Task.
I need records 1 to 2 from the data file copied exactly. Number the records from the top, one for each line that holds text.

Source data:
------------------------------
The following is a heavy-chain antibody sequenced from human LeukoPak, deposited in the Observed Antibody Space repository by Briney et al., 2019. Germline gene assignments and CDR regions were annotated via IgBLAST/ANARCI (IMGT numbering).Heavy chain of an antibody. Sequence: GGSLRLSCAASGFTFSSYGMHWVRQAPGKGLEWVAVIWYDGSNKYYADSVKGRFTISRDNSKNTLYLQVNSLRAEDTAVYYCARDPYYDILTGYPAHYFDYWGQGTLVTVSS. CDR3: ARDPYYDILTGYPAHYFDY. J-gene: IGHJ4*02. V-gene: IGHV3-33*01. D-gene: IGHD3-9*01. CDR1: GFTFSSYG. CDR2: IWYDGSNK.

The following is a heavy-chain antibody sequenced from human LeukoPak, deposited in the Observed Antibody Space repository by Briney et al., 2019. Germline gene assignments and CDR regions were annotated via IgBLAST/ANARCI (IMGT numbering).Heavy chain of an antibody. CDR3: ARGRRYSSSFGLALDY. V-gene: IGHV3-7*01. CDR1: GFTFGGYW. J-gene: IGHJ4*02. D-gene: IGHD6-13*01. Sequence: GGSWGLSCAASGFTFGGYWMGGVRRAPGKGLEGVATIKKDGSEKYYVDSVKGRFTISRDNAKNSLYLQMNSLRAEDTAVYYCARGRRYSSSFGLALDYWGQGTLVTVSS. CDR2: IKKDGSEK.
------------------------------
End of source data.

The following is a heavy-chain antibody sequenced from human LeukoPak, deposited in the Observed Antibody Space repository by Briney et al., 2019. Germline gene assignments and CDR regions were annotated via IgBLAST/ANARCI (IMGT numbering).Heavy chain of an antibody. Sequence: GGSLRLSCAASGFTFSSYGMHWVRQAPGKGLEWVAVIWYDGSNKYYADSVKGRFTISRDNSKNTLYLQVNSLRAEDTAVYYCARDPYYDILTGYPAHYFDYWGQGTLVTVSS. CDR3: ARDPYYDILTGYPAHYFDY. J-gene: IGHJ4*02. V-gene: IGHV3-33*01. D-gene: IGHD3-9*01. CDR1: GFTFSSYG. CDR2: IWYDGSNK.

The following is a heavy-chain antibody sequenced from human LeukoPak, deposited in the Observed Antibody Space repository by Briney et al., 2019. Germline gene assignments and CDR regions were annotated via IgBLAST/ANARCI (IMGT numbering).Heavy chain of an antibody. CDR3: ARGRRYSSSFGLALDY. V-gene: IGHV3-7*01. CDR1: GFTFGGYW. J-gene: IGHJ4*02. D-gene: IGHD6-13*01. Sequence: GGSWGLSCAASGFTFGGYWMGGVRRAPGKGLEGVATIKKDGSEKYYVDSVKGRFTISRDNAKNSLYLQMNSLRAEDTAVYYCARGRRYSSSFGLALDYWGQGTLVTVSS. CDR2: IKKDGSEK.